Editorial: A place to rest

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Weddings and Roger Williams University bring thousands of visitors to Bristol 12 months per year, but very few of those visitors stay here. There aren’t enough beds. When they drive off, those visitors take their wallets, purses and appetites with them.
It’s been this way for at least a decade, as Roger Williams has become an international destination, and half a dozen historic properties have built an amazingly vibrant wedding scene here in town.
On an average three-day weekend in the warmer months of the year, this town hosts five to 10 wedding ceremonies or receptions. In a year, the town hosts 300 weddings — each bringing scores or even hundreds of out-of-town visitors to Bristol.
At the university, conferences, prestigious speakers and the regular cycle of orientation, parents’ weekends, homecoming and graduations, bring thousands of visitors annually.
Like the wedding guests, some of these university guests find beds at the Bristol Harbor Inn (40 rooms) or the fantastic collection of bed-and-breakfasts (34 more beds), but most drive away at night, to hotel beds in Newport, Seekonk, Providence or elsewhere. When they leave, they don’t wake up and eat breakfast here, visit the gift shops here, or have an extra meal here. When they can’t find hotel rooms here, they don’t hold their rehearsal dinner here.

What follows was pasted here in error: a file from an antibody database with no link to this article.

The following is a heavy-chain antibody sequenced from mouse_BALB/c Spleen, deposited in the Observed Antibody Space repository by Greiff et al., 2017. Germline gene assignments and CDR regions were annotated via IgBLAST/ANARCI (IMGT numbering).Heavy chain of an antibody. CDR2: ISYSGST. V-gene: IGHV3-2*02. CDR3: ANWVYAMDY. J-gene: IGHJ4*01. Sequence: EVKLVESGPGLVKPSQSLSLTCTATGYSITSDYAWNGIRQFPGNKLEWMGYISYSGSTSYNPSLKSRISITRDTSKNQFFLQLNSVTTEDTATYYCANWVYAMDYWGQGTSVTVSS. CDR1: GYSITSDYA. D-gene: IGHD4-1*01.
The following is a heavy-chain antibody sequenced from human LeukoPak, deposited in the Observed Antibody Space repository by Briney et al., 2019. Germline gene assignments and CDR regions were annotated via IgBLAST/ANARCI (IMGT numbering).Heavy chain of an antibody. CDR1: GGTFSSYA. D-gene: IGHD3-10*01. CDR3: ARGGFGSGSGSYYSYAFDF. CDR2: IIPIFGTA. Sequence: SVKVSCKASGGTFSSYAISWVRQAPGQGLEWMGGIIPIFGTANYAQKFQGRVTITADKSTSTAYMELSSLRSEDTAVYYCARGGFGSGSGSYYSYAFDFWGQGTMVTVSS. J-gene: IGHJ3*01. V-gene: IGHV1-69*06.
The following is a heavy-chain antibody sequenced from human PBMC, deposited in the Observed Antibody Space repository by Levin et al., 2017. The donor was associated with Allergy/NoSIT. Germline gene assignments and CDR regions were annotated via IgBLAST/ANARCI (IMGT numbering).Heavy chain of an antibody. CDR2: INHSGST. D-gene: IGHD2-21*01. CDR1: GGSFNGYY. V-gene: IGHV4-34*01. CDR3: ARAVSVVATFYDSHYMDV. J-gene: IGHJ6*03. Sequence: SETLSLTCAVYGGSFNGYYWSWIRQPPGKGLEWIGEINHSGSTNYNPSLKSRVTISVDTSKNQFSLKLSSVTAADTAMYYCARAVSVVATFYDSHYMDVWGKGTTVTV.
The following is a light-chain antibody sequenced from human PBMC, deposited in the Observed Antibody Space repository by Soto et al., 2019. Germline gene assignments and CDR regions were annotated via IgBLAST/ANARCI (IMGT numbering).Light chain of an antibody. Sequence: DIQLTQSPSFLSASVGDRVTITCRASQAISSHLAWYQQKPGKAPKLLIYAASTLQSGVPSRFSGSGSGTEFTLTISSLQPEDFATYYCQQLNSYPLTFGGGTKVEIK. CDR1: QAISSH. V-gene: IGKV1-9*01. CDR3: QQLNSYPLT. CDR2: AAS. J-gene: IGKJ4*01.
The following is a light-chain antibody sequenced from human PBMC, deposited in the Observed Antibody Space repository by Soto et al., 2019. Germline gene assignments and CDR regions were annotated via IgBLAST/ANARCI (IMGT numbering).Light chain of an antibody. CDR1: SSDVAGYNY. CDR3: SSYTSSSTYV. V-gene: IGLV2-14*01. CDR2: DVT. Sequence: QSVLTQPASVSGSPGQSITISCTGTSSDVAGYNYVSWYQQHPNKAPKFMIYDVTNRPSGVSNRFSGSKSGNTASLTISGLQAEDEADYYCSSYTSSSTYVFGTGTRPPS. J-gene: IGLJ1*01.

All these dollars leave the Bristol economy and find their way to other towns and cities.
Are restaurants and gift shops the backbone of the Bristol economy? No. Service contractors, tradesmen and builders probably create more of an economic impact. But the service, food and tourism businesses might be a close second, and they are losing money every week because there are not enough hotel rooms here in town.
A proposal to build a new hotel near the intersection of Gooding and Metacom avenues will meet its detractors. Complaints will be heard about traffic, congestion and those darned “out-of-towners.” Yet those complaints should not carry the day. Properly sited and properly designed, a hotel would bring more good than harm.
All know the refrains, but they bear repeating. Healthy businesses keep people employed, expand the tax base and contribute mightily to the charities and nonprofits in this community. A hotel is good for all.

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